My Story: A Frugal Budget Lesson
11 Ways to Teach Kids about Money
Modeling Money Behaviors
"Here you go, Steve," I say, handing my fourteen-year-old his $30 allowance. "Got any plans for it?"
Besides the obligatory ten percent for savings and another ten percent for church giving, the rest is my son's monthly spending money. But sometimes it hurts to watch my hard-earned income pour like water through Steve's ready-to-spend fingers. The only consolation is that sometimes he learns a much-needed economics lesson.
"Well," he replies tentatively, "I'd like to get that computer game I've been saving for."
"How much is it?" I ask, knowing what's coming.
"Forty dollars. Or maybe forty-two, with tax."
"Hmm. How much have you saved?"
"Eight from last month. With this month's allowance, I'll have thirty-two dollars." He looks doleful for my benefit, but my expression does not change.
"Not quite enough, is it?"
"Well, if you put all of it away this month, you'll have the rest when next month rolls around."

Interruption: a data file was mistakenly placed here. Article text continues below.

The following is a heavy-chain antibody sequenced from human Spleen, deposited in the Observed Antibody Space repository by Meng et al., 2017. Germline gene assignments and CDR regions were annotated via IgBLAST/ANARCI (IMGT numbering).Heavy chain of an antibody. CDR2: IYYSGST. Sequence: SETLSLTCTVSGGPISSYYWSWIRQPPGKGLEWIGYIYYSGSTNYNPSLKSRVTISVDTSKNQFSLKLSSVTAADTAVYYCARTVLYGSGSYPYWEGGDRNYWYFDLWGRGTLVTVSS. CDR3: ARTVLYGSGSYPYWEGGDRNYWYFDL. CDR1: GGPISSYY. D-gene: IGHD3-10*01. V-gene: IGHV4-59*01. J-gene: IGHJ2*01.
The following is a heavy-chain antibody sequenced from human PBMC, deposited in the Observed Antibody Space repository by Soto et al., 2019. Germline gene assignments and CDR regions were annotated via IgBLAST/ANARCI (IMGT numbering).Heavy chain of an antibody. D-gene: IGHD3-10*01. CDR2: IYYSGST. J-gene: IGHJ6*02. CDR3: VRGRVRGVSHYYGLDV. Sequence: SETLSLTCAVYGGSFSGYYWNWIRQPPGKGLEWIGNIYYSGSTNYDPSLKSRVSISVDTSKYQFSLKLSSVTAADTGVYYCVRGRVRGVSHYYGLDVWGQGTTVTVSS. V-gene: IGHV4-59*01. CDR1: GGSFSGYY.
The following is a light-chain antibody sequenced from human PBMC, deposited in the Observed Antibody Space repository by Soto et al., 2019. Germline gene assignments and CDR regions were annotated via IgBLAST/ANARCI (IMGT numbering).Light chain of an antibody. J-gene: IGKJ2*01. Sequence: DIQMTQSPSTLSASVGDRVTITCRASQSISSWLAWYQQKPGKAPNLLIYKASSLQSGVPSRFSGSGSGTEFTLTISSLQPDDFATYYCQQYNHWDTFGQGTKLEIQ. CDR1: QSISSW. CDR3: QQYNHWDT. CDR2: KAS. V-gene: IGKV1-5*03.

Sulkily, he turns toward the stairs leading to his bedroom. "So you won't lend me the rest?"
"You know our policy on debt, son. It's a bad habit to start."
I could have given him the ten dollars, or I even could have let him wash my car or clean the basement to earn it. But I want Steve to learn how to budget for higher-priced items. Immediate gratification is risky at best.
Thus begins my teenager's lesson on long-term savings. As it turned out, he spent part of his allowance for another computer game that went on sale for $10. But his birthday brought cash gifts from relatives that put him over the top for buying the long-awaited computer game.
Consumer debt is at an all-time high in the United States, and bankruptcies are climbing as well. It's a good idea to start kids off on the right foot with learning to manage money and even cut costs on the things they buy. Fortunately, there are several easy ways to help them work toward these goals:
Teaching kids the value of money doesn't have to be difficult. Catching them early and being consistent are two ways of helping them learn to master the challenges of making do or doing without rather than living beyond their means.
Rose Alexander teaches college writing. She and husband Mike enjoy reading and travel with their son and daughter.
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